Equal temperament is what most modern fixed-pitch instruments such as pianos use. The octave is divided up into 12 equal intervals. Our ears are so used to hearing these intervals that they may sound normal to us. But players of fretless instruments can do better.
Just temperament is based on integer ratios of 3/2 (perfect fifth) and 5/4 (major third). It has lower major thirds and lower major sevenths than equal temperament. It is probably the temperament to use if you're interested in harmonic blending with other string instruments.
Pythagorean temperament is based on tuning in perfect fifths only. It has a higher major third and higher major seventh than equal temperament. It is probably what you want to use if you're going for "expressive intonation."
The default setting for Intonia is to use an equal-tempered scale. If you use Just or Pythagorean temperament, remember to set the Key and Minor options to the key you're actually playing in.
In Just and Pythagorean temperaments, all of the intervals are calculated relative to the tonic of the selected key. In the key of C, the wolf interval appears between G# and E flat. In the key of D, the wolf will appear between A# and F, etc. The tonic note frequency is adjusted so that the open A string is always exactly 440 Hz, or the A Frequency option on the Scale Tab.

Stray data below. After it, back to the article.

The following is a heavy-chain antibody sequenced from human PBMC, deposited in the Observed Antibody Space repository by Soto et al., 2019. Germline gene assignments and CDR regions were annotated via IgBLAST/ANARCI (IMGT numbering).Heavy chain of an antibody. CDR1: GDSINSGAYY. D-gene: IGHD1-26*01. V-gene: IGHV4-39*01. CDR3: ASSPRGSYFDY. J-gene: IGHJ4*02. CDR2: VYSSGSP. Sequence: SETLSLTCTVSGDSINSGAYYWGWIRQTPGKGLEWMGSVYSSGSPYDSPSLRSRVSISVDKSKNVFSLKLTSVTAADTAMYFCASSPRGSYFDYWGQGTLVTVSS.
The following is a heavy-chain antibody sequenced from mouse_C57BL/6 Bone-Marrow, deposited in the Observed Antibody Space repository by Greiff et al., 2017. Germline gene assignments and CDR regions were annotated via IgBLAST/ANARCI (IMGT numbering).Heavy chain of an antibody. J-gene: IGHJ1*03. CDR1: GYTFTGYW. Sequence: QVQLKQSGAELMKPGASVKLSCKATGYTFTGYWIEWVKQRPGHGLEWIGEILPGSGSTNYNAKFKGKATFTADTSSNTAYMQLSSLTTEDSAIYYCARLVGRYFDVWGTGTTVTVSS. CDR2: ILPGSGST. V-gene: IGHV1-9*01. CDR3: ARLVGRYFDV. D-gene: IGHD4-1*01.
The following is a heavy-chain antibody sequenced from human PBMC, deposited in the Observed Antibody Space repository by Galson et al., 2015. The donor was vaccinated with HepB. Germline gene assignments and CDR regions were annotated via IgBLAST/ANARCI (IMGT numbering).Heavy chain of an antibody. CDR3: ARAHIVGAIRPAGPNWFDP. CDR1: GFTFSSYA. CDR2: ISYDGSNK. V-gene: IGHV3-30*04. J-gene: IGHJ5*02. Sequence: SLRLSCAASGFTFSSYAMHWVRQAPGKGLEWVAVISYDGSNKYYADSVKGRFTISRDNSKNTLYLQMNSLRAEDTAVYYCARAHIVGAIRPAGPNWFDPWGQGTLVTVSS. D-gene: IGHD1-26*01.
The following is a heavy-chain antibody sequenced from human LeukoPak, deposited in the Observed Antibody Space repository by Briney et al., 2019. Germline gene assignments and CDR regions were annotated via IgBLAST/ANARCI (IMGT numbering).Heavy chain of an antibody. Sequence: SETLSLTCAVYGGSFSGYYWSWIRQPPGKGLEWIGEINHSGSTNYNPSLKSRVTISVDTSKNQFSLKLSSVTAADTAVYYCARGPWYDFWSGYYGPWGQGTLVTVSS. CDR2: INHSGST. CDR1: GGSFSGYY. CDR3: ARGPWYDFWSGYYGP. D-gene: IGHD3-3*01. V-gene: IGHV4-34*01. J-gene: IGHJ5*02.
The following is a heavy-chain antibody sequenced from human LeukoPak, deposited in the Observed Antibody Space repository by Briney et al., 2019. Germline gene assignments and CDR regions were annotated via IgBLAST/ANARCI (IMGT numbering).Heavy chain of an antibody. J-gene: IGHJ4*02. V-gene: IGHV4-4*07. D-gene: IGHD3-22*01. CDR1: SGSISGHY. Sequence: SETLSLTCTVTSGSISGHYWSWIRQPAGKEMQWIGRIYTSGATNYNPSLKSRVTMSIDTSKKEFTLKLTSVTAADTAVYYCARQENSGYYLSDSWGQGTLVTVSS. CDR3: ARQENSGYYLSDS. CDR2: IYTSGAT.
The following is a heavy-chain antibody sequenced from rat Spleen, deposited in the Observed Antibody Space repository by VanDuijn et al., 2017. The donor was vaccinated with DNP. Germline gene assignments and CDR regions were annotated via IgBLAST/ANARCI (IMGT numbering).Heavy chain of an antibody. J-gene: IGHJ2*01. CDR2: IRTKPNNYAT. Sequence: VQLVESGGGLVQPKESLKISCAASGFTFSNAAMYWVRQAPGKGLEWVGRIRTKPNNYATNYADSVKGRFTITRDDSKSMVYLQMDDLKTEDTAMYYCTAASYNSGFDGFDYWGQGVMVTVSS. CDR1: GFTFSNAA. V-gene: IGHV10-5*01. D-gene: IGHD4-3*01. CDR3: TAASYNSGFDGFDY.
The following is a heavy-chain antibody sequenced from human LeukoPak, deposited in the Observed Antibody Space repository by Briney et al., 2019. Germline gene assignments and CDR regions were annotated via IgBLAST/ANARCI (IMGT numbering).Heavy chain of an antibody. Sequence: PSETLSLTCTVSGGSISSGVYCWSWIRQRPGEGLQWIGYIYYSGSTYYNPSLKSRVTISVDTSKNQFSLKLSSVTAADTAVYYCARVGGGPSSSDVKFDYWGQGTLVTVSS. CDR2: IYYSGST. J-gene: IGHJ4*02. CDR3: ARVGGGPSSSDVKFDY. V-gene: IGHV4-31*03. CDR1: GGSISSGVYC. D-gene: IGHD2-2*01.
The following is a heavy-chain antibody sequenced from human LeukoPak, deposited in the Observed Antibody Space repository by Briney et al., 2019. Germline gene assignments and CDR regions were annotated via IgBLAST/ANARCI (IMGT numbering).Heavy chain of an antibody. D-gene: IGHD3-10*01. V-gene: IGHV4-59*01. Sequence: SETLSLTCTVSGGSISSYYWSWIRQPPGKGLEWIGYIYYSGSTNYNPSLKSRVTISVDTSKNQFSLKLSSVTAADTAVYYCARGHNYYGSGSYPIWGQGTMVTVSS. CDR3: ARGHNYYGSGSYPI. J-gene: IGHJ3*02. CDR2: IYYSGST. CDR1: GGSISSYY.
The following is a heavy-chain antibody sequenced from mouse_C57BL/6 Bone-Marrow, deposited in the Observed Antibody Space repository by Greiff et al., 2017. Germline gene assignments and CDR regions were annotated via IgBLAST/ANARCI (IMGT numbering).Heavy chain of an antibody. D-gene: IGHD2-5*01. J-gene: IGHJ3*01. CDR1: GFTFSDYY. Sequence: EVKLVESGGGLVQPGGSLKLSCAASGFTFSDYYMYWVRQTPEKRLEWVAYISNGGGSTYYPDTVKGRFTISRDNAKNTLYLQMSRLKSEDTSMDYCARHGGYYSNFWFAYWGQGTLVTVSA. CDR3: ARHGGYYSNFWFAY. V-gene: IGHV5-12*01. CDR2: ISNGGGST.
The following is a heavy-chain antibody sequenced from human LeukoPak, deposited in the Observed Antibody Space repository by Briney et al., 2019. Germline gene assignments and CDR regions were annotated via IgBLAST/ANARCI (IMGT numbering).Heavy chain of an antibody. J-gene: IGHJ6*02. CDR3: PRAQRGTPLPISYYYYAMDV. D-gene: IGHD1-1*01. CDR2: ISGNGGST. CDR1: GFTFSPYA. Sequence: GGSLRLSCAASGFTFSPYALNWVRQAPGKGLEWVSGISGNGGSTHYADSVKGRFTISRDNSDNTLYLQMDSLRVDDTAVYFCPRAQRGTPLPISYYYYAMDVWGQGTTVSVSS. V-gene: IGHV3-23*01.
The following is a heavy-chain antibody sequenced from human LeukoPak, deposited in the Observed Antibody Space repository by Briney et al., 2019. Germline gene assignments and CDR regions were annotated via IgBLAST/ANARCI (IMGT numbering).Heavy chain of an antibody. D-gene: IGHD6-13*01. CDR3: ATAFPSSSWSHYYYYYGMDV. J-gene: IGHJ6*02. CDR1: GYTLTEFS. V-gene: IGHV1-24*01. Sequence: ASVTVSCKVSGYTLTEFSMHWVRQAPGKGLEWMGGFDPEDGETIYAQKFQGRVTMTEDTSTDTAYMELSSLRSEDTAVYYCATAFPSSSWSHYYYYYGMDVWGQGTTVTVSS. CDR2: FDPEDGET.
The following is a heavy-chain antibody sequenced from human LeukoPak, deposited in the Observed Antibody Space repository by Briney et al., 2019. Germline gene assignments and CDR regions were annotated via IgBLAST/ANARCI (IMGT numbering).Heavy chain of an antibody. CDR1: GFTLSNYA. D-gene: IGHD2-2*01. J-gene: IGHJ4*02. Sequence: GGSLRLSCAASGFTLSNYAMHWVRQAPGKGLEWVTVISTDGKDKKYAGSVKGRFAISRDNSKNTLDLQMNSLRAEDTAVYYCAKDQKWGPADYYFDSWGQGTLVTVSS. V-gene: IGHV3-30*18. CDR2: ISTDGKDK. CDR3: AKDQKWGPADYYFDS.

Many other temperaments have been used historically. See, for example, http://pages.globetrotter.net/roule/temper.htm. These other temperaments are probably mostly of interest to people interested in historical performance practice. Recall that these temperaments grew out of a desire to make fixed-pitch instruments such as harpsichords and pianos capable of playing in many keys. They may sound better in some keys than others. But the violin is capable of retempering depending on context, so these historical temperaments may not even be relevant.
It you're playing tonal music, choose either Just or Pythagorean temperament according to your goals, and set Intonia's key appropriately. If you're playing music that goes all the way around the circle of fifths, you can either analyze each segment of music in a separate key, or choose equal temperament.
Many players tend to play their leading tones even sharper than the sevenths of Pythagorean tunings. Therefore, it's best to regard Intonia's analysis not as an indicator of right or wrong, but a guide to what's actually happening.